Porsche 911 Carrera S 2015 review

Does turbocharging spoil the old-school thrill of the Porsche 911? We test the 991.2 911 facelift models to find out…

Overall Auto Express Rating

5.0 out of 5

The Porsche 911 is now turbocharged, and it’s faster, cleaner and meaner than ever. It’s still a sensational drivers’ car, and on paper it’s better in every way except for a slight increase in price – but then you do get more kit and performance. That last few per cent of visceral involvement from the old naturally aspirated engine has been replaced by startling acceleration and improved efficiency, but we still miss that razor sharp character just a little.

What you really need to know about this new 991.2-generation Porsche 911 is that even the everyday rungs of the 911 ladder – the Carrera and Carrera S – are now turbocharged. 

That’s a big step for Porsche, as this is the most significant change to arguably the world’s most iconic sports car in its 52-year history. But diehard fans needn’t worry, as Porsche has captured the spirit of the 911 perfectly with this significant mid-life facelift. 

We tested the new £76,412 911 Carrera and £85,857 Carrera S models, and with power up to 365bhp and 414bhp respectively, the S especially is blisteringly fast. That’s a 20bhp increase for both, but the extra urgency comes from the huge slug of turbocharged torque available from just 1,700rpm. There’s 450Nm on tap in the Carrera and 500Nm in the S, which means the 911 no longer thrives on revs like it used to.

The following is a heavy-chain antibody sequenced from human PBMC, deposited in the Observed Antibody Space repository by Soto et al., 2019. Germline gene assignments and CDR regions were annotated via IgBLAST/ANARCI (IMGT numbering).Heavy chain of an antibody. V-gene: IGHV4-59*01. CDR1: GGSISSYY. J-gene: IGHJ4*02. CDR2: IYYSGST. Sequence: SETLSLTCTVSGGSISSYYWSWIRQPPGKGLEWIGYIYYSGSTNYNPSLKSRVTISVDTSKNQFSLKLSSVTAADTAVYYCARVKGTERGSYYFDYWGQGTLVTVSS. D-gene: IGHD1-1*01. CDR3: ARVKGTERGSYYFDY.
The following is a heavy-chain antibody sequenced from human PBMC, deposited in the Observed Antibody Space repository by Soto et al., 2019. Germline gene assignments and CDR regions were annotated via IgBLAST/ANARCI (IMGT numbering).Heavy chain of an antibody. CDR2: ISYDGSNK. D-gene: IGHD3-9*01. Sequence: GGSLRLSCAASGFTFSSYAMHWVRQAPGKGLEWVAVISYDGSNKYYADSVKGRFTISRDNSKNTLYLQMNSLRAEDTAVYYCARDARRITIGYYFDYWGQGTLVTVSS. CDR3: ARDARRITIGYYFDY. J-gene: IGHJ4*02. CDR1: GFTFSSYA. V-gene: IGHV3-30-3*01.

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Instead, with only 45kg extra to carry over its predecessor, push the throttle and it explodes into the distance as the turbocharged surge of acceleration shocks you in the back. Go for the seven-speed PDK dual-clutch auto with the optional Sport Chrono package and the Carrera S will sprint from 0-62mph in 3.9 seconds, making it the first regular 911 ever to dip under four seconds. That makes it a serious performance car. The Carrera hits 62mph in 4.2 seconds, meaning both cars are 0.2 seconds faster than their predecessors. 

On the mountain roads of Tenerife, punching out of tight hairpin corners thanks to the solid wall of drive from low revs, the 911 feels every bit good for those performance claims too. It’s here where the turbos are most noticeable, as they’ve added incredible flexibility, the engine pulling from low revs out of tight corners with no fuss.

You don’t have to work the gearbox quite as hard as a result, but it’s still a delight if you want to. The engine’s rev limiter has been cut to 7,500rpm, and it’s lost a little of the old car’s high rpm fireworks, but it still rasps and barks like a 911 should, overlaid with the faintest hint of a whistle from the turbos. Adding the central-exit, twin-pipe sports exhaust releases a few more welcome decibels and a typical flat-six bassy thrum.

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One of the difficulties with turbocharged engines is lag, but here throttle response is good, with an urgent edge to the way the engine picks up – especially with the extra torque in the S. There’s still a momentary pause in performance if you catch the engine off boost, though.